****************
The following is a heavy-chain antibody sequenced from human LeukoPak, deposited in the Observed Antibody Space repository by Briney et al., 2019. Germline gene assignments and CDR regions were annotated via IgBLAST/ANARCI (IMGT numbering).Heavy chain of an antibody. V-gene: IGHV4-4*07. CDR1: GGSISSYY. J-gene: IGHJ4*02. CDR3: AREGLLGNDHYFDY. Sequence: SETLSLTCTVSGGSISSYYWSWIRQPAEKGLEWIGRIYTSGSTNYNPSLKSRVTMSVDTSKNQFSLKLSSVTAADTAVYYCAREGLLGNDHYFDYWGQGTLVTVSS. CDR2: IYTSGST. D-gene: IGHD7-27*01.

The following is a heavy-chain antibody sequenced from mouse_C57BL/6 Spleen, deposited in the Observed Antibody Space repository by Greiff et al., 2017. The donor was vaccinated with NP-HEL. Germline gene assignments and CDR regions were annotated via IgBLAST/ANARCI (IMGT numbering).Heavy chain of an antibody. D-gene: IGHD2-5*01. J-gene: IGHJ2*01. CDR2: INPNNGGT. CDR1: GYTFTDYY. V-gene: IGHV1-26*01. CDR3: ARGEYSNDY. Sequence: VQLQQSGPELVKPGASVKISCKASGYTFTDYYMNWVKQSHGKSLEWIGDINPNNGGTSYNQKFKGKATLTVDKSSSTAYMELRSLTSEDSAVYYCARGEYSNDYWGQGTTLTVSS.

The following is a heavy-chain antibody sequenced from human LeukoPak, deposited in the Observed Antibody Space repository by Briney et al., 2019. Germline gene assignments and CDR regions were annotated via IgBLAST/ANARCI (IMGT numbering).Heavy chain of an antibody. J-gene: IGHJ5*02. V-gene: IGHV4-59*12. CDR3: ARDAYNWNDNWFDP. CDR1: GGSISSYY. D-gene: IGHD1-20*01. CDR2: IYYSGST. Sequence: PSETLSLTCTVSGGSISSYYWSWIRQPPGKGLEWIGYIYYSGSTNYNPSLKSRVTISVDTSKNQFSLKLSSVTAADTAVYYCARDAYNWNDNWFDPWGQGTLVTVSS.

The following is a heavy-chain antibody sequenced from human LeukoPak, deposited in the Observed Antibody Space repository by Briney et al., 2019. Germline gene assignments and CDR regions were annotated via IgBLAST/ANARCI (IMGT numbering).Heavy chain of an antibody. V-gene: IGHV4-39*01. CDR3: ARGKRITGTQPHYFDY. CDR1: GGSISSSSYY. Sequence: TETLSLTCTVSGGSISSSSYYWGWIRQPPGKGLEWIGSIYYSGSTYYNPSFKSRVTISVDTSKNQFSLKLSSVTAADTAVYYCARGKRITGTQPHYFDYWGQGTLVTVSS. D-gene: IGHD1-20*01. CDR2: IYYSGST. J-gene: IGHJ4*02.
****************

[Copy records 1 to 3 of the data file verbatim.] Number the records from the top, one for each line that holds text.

The following is a heavy-chain antibody sequenced from human LeukoPak, deposited in the Observed Antibody Space repository by Briney et al., 2019. Germline gene assignments and CDR regions were annotated via IgBLAST/ANARCI (IMGT numbering).Heavy chain of an antibody. V-gene: IGHV4-4*07. CDR1: GGSISSYY. J-gene: IGHJ4*02. CDR3: AREGLLGNDHYFDY. Sequence: SETLSLTCTVSGGSISSYYWSWIRQPAEKGLEWIGRIYTSGSTNYNPSLKSRVTMSVDTSKNQFSLKLSSVTAADTAVYYCAREGLLGNDHYFDYWGQGTLVTVSS. CDR2: IYTSGST. D-gene: IGHD7-27*01.

The following is a heavy-chain antibody sequenced from mouse_C57BL/6 Spleen, deposited in the Observed Antibody Space repository by Greiff et al., 2017. The donor was vaccinated with NP-HEL. Germline gene assignments and CDR regions were annotated via IgBLAST/ANARCI (IMGT numbering).Heavy chain of an antibody. D-gene: IGHD2-5*01. J-gene: IGHJ2*01. CDR2: INPNNGGT. CDR1: GYTFTDYY. V-gene: IGHV1-26*01. CDR3: ARGEYSNDY. Sequence: VQLQQSGPELVKPGASVKISCKASGYTFTDYYMNWVKQSHGKSLEWIGDINPNNGGTSYNQKFKGKATLTVDKSSSTAYMELRSLTSEDSAVYYCARGEYSNDYWGQGTTLTVSS.

The following is a heavy-chain antibody sequenced from human LeukoPak, deposited in the Observed Antibody Space repository by Briney et al., 2019. Germline gene assignments and CDR regions were annotated via IgBLAST/ANARCI (IMGT numbering).Heavy chain of an antibody. J-gene: IGHJ5*02. V-gene: IGHV4-59*12. CDR3: ARDAYNWNDNWFDP. CDR1: GGSISSYY. D-gene: IGHD1-20*01. CDR2: IYYSGST. Sequence: PSETLSLTCTVSGGSISSYYWSWIRQPPGKGLEWIGYIYYSGSTNYNPSLKSRVTISVDTSKNQFSLKLSSVTAADTAVYYCARDAYNWNDNWFDPWGQGTLVTVSS.